Halloween is nearly upon us, so I thought I’d tell you a scary (but true) story. It’s creepier if you read it with a Transylvanian accent (starting now).

Gather around, my dear ones, to hear the true story of vicious monsters and inept factory workers that live closer than you think.

Deep in the dark interior of all of your cells, every hour of the day and night, billions of tiny factories replicate your precious and life-giving DNA. This is a job of extreme importance: if even one factory worker makes one slip, a horrific mutation may arise – and from that wicked mistake an evil cancer cell may emerge.

If you think about the number of cell divisions we have in every 24-hour period (it turns out this number is 100 billion), there is a pretty good chance that someone in one of those factories will make a mistake (it turns out that the rate of accidents – the spontaneous mutation rate – is about .000001%).

Now, dear readers, comes the scary part. If you use the frightening numbers listed above, and perform the necessary calculations, you will find that the number of spontaneous mutations that arise every day in your own flesh and blood (not mine, because I am a vampire) is…100,000! Bwahahahahaha!!!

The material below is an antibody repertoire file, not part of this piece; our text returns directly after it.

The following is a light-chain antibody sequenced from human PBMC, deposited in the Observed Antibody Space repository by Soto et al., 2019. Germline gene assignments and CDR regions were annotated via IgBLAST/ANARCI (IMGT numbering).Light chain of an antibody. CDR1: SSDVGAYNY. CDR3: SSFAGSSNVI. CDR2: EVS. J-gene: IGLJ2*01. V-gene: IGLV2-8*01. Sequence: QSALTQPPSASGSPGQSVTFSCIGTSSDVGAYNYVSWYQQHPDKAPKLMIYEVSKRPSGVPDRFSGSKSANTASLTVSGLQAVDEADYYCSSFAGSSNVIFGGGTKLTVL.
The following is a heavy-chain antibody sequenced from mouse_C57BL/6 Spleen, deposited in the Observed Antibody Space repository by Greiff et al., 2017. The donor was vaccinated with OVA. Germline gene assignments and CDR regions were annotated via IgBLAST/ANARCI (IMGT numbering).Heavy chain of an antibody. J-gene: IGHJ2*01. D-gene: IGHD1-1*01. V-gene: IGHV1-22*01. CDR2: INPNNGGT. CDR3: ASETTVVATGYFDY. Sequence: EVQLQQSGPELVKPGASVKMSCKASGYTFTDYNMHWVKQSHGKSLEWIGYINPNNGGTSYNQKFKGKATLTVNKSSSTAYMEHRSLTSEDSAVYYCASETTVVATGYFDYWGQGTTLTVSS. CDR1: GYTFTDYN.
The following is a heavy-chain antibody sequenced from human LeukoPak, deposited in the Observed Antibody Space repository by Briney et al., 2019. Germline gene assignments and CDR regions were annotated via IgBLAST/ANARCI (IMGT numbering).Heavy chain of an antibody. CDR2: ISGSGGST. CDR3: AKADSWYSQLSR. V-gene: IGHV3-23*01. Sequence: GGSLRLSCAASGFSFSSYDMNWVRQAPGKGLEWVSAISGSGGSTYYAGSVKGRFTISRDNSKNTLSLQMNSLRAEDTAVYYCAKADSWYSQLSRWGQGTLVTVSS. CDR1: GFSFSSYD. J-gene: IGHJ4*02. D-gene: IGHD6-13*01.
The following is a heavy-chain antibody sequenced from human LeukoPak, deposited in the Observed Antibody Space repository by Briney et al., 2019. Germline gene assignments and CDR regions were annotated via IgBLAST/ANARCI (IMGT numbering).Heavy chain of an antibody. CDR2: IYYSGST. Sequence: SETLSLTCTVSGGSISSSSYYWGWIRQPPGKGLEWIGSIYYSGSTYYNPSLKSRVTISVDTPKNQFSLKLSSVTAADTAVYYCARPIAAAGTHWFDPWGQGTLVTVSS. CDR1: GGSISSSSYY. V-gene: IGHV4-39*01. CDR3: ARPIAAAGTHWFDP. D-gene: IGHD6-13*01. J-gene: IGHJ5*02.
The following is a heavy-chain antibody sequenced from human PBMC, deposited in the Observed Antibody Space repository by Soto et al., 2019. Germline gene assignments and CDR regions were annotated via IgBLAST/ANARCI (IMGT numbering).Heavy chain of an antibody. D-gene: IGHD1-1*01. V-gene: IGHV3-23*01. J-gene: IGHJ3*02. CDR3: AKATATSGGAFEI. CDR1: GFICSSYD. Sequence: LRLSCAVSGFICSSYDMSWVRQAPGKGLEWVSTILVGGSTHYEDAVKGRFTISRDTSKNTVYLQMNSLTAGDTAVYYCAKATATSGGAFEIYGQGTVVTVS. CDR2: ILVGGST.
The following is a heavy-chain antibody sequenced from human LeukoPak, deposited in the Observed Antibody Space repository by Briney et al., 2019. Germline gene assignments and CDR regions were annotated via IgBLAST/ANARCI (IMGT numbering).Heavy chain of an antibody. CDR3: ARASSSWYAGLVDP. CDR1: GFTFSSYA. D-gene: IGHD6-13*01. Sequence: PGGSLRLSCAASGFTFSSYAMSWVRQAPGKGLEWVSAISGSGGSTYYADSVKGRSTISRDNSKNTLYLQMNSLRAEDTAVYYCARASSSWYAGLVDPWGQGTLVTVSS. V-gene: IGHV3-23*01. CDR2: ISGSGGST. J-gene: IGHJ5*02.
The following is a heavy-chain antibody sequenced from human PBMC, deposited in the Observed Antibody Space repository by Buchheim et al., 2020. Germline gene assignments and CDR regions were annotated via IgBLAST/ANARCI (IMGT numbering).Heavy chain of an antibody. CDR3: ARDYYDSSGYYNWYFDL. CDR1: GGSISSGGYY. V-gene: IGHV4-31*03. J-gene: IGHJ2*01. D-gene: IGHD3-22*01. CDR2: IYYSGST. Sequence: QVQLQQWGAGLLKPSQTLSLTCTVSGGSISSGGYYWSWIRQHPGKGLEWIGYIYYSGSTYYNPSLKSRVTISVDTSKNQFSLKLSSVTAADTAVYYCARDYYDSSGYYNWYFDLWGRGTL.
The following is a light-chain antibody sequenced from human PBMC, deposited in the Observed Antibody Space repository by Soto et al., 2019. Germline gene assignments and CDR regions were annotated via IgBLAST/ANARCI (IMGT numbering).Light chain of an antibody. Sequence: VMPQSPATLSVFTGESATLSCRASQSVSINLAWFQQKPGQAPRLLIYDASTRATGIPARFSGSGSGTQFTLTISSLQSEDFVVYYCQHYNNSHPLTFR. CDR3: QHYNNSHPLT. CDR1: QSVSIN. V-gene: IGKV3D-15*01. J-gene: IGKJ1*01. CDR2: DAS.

Okay, enough of the Transylvanian accent. I am freaked out enough just writing this.

Granted, some of these mutations would produce no clinical effects. But if even one of these mutations was in p53, RAS, RB, or any of the other genes commonly mutated in cancers, that could be the kiss of death.

There are two things that make me feel better after thinking about this chilling but true story:

  1. We have awesome mechanisms for finding and fixing bad DNA. And if these fail, the cell will be instructed to kill itself.
  2. If a cell with a mutation should make it through all these safeguards, our immune system has ways of killing that cell before it can cause a serious problem.

Here are some of the ways our immune system kills tumor cells:

  1. The first line of defense is probably the natural killer cell, which is a big bad brute of a lymphocyte that can destroy tumor cells without prior sensitization. It doesn’t need to be told what to do: it just sees a tumor cell (or even a cell that might become a tumor cell) and bashes it to death.
  2. Cytotoxic T cells also kill tumor cells, especially those that are associated with viruses (like EBV and HPV).
  3. Macrophages collaborate with NK cells and cytotoxic T cells in the fight against tumors; they exert their effects by releasing reactive oxygen metabolites or secreting tumor necrosis factor (TNF).

That’s all for our scary story – unless you want to read more (in which case you should check out Robbins, 8e, page 319). Happy halloween, everyone!